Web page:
2.50
Hdl Handle:
http://hdl.handle.net/10755/162029
Category:
Abstract
Type:
Presentation
Title:
Prevention of Pain in the OR
Author(s):
De Mattia, Ana Lucia; De Mattia Rocha, Adelaide
Author Details:
Ana Lucia De Mattia, PhD, RN, Minas Gerais Federal University School of Nursing, Minas Gerais, Brazil, email: almattia@uol.com.br; Adelaide De Mattia Rocha, PhD, RN
Abstract:
Poster presented at AORN's 58th Annual Congress: The diagnoses of acute pain affects more than 60% of patients during recovery from anesthesia. Acute pain is associated with neurodegenerative changes, such as tachycardia, hypertension, sweating, pallor, agitation, and anxiety. The aim of this study was to compare the manifestations of acute pain in patients during recovery from anesthesia, related to preventive analgesia in the operating room (OR). The sample consisted of two groups of patients during anesthesia recovery, with group one comprised of 20 patients who received no preventive analgesia in the OR, and the second group of 20 patients who received some type of analgesia in the OR, such as opioids and non-steroidal anti-inflammatories. The results showed that 20 (100.0%) of patients in group 1 felt pain, characterized as severe pain, and of these 16 (80.0%) had two or more neurovegetative changes, such as tachycardia, hypertension, and pallor, lasting 30 to 60 minutes for improvement after analgesic administration. Of the group 2 patients who received analgesia in the OR, four (20.0%) had pain considered moderate, with a sign neurovegetative like pallor. We conclude that preventive analgesia in the OR reduces the neurovegetative manifestations triggered by acute pain, providing better rehabilitation, decreasing pulmonary, cardiac, early ambulation, lower incidence of thromboembolism, reduced hospitalization time, and comfort the patient.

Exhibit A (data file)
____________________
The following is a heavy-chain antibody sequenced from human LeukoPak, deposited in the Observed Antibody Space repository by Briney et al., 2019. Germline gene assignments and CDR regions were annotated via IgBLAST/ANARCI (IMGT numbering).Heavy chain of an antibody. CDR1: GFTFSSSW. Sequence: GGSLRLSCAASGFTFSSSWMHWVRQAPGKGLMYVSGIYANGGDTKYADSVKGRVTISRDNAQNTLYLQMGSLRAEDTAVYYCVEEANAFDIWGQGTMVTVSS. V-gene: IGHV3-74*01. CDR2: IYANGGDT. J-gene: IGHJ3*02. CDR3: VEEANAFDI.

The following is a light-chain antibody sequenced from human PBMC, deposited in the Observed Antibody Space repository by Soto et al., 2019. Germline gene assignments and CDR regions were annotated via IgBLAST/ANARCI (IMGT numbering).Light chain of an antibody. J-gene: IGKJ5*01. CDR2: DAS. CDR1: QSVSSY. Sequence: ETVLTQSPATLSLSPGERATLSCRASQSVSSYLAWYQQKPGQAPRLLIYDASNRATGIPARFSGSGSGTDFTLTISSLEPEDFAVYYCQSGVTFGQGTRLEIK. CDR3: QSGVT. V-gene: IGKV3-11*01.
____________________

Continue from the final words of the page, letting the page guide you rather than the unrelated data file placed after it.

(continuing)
Repository Posting Date:
27-Oct-2011
Date of Publication:
27-Oct-2011
Conference Date:
2011
Conference Name:
AORN 58th Annual Congress
Conference Host:
Association of periOperative Registered Nurses
Conference Location:
Philadelphia, Pennsylvania, USA
Description:
AORN 58th Annual Congress, 2011 held March 18, 2011 - March 24, 2011 in Philadelphia Convention Center
Note:
This is an abstract-only submission. If the author has submitted a full-text item based on this abstract, you may find it by browsing the Virginia Henderson Global Nursing e-Repository by author. If author contact information is available in this abstract, please feel free to contact him or her with your queries regarding this submission. Alternatively, please contact the conference host, journal, or publisher (according to the circumstance) for further details regarding this item. If a citation is listed in this record, the item has been published and is available via open-access avenues or a journal/database subscription. Contact your library for assistance in obtaining the as-published article.

Full metadata record

DC FieldValue Language
dc.type.categoryAbstracten_US
dc.typePresentationen_GB
dc.titlePrevention of Pain in the ORen_GB